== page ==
They are what you eat
Writer and critic A.A. Gill once responded to a popular Jedi mind trick defense of vegetarianism — “Would you eat people?” — with the following observation: “What is it about the food on your plate that you think isn’t about eating other people? We are, all of us, eating other people’s habitats. We’re eating their lives, we’re eating their labor, we’re eating their children, we’re eating their water, their fresh air… We eat people all of the time.”
It is a healthy dodge during a faux-debate on the merits of cannibalism. As Thanksgiving approaches, I was reminded of not only the retort, but its symbolism; how food takes on the qualities of our lives while fueling the people who live them in a perpetual values machine. Taken in that light, each member of a family could easily find themselves on the menu.Get The Other Columbus delivered to your inbox every Wednesday: Sign up for our daily newsletter
The linchpin fowl. The reason why your people have gathered, even if one of your agnostic cousins doesn’t eat meat. There is no meal without the gobbling game. We make wishes with its bones, stuff its paunch to bursting with love. It is the best part of the meal the day after, a wine becoming richer as time passes. Turkey is always mother.
Of my many aunts, my favorite was Aunt Tweetum. She was a complex woman: a rural Nelsonville girl gone full city in possession of an emphatic, barking laugh that made you laugh back, even when there was no joke on the table. Coupled with whatever her ambrosial perfume of choice was, no woman ever made Kool cigarette clouds smell so good. Her pantry was filled with romance novels instead of canned goods, a miscellany of unrequited passions and paperback lovers with which she could not bear to part. If you call this dish “stuffing” in your house, then this is your Auntie all day. This is certainly not a Stove Top love. If, however, your clan refers to this side as “dressing”, then this becomes the sigil for the saditty aunt who always brings a dish that she bought instead of cooked.
This prescribed provision used to be solid — nay, hard. Now look at it: peeled, pounded to a pulp, mashed, whipped. But it does its job: It fills you. A pat of butter sinks into the spoon-pressed divot and makes a golden pool of itself, and it is in that drooling moment that you see your father’s face in the mound. Salt of the earth, he/it is.
Unless you’re an actual pilgrim, the only time you partake of this deceptive fruit is at Thanksgiving. You don’t even see a cranberry any other time of year unless it hurts when you pee. No matter how much sugar you put in it, it’s going to come back on you a little sour after first blush. And who hits you like that every year? Who comes on all nice at first, pulling quarters out your kid’s ear, only to reveal themselves tart in the end? Your racist uncle, that’s who. And like cranberry sauce, it’s a staple, but you’ll never understand why. Also much like your racist uncle, you’d be surprised how the world doesn’t end when you don’t have it at dinner.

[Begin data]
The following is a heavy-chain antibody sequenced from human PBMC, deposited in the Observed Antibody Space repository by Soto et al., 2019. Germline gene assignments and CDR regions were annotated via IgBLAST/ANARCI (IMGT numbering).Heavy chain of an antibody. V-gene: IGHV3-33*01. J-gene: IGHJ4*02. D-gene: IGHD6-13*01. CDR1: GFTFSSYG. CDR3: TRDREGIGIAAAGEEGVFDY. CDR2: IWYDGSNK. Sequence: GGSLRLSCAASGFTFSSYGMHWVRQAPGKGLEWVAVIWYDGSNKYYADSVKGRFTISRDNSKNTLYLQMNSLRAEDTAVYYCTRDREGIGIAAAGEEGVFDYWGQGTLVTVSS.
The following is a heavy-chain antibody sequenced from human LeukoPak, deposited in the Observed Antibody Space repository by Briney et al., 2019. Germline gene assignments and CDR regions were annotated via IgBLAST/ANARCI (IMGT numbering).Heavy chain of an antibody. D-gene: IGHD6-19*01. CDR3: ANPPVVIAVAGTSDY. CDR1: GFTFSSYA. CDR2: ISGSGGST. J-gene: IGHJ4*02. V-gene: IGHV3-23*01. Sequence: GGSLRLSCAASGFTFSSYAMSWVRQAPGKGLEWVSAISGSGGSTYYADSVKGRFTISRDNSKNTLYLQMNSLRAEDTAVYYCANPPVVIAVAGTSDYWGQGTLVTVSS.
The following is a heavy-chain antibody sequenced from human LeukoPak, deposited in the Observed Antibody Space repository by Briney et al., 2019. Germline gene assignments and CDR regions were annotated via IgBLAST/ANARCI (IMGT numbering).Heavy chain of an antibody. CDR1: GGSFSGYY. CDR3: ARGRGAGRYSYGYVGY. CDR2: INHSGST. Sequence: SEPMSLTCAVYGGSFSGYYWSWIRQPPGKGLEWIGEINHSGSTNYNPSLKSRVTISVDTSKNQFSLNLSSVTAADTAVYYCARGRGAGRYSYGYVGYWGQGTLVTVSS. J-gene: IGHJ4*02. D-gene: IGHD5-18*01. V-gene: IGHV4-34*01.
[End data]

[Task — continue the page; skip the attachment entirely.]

The kiss of cinnamon sneaks up on you. Dark syrup pools in your mouth making you think that the candied bloom in your jaw is the point of food altogether. It is only after several too-large bites that you discover their rambunctiousness has overwhelmed your palate. You remind yourself to take the potatoes in smaller bites, to pace their presence in your rotation, that perhaps they deserve their own plate. With this realization it becomes clear that the children’s table flies under the banner of the candied tuber.
Meant to be torn apart in any form, the assemblage of edibles in a breadbasket may have one or all three foodstuffs in play. And like the doughy cornucopia, your cousins serve a sopping purpose: to soak up all the dribbles of drama and story from your life. A good cousin is the stalwart roll: warm, sincere, and a staple at the table. Sweet on top but solid business underneath their crust, your country cousin is all cornbread. Finally, the cousin who always has something to say about your weight to deflect from the fact that they, too, are not what they used to be in high school is the superfluous biscuit, vying for attention despite their milquetoast ways, an unnecessary and common bread that can be had out of a can if one is lazy enough, their opinions popping out of twisted and loud, like unasked for joke snakes. Your biscuit cousin can go to hell.
If your grandmother is sweet and full of stories and loves a good parade on television, she is made of the velvet embrace that is a well done pumpkin pie. If, however, she is the grandmother that keeps asking why you don’t have any children, she is the slightly less awesome Sweet Potato Pie, and redundant, considering you already have sweet potatoes on the table.